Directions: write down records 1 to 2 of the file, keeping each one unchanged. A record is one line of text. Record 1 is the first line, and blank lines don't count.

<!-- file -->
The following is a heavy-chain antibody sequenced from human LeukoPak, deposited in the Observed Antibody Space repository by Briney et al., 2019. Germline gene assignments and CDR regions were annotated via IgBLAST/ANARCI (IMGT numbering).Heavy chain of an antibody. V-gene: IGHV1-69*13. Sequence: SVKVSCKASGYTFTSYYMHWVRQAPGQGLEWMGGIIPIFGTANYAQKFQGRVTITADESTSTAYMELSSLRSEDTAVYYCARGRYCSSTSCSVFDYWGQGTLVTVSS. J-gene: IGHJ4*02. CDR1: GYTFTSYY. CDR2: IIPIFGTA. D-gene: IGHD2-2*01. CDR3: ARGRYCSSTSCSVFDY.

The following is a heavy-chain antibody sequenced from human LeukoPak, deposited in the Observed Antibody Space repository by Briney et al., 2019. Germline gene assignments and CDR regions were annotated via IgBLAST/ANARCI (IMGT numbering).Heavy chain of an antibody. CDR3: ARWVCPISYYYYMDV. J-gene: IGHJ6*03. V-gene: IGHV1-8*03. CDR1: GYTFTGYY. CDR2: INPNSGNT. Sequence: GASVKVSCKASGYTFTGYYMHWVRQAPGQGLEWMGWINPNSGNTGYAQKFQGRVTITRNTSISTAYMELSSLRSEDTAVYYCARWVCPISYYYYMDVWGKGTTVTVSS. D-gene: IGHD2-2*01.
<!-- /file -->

The following is a heavy-chain antibody sequenced from human LeukoPak, deposited in the Observed Antibody Space repository by Briney et al., 2019. Germline gene assignments and CDR regions were annotated via IgBLAST/ANARCI (IMGT numbering).Heavy chain of an antibody. V-gene: IGHV1-69*13. Sequence: SVKVSCKASGYTFTSYYMHWVRQAPGQGLEWMGGIIPIFGTANYAQKFQGRVTITADESTSTAYMELSSLRSEDTAVYYCARGRYCSSTSCSVFDYWGQGTLVTVSS. J-gene: IGHJ4*02. CDR1: GYTFTSYY. CDR2: IIPIFGTA. D-gene: IGHD2-2*01. CDR3: ARGRYCSSTSCSVFDY.

The following is a heavy-chain antibody sequenced from human LeukoPak, deposited in the Observed Antibody Space repository by Briney et al., 2019. Germline gene assignments and CDR regions were annotated via IgBLAST/ANARCI (IMGT numbering).Heavy chain of an antibody. CDR3: ARWVCPISYYYYMDV. J-gene: IGHJ6*03. V-gene: IGHV1-8*03. CDR1: GYTFTGYY. CDR2: INPNSGNT. Sequence: GASVKVSCKASGYTFTGYYMHWVRQAPGQGLEWMGWINPNSGNTGYAQKFQGRVTITRNTSISTAYMELSSLRSEDTAVYYCARWVCPISYYYYMDVWGKGTTVTVSS. D-gene: IGHD2-2*01.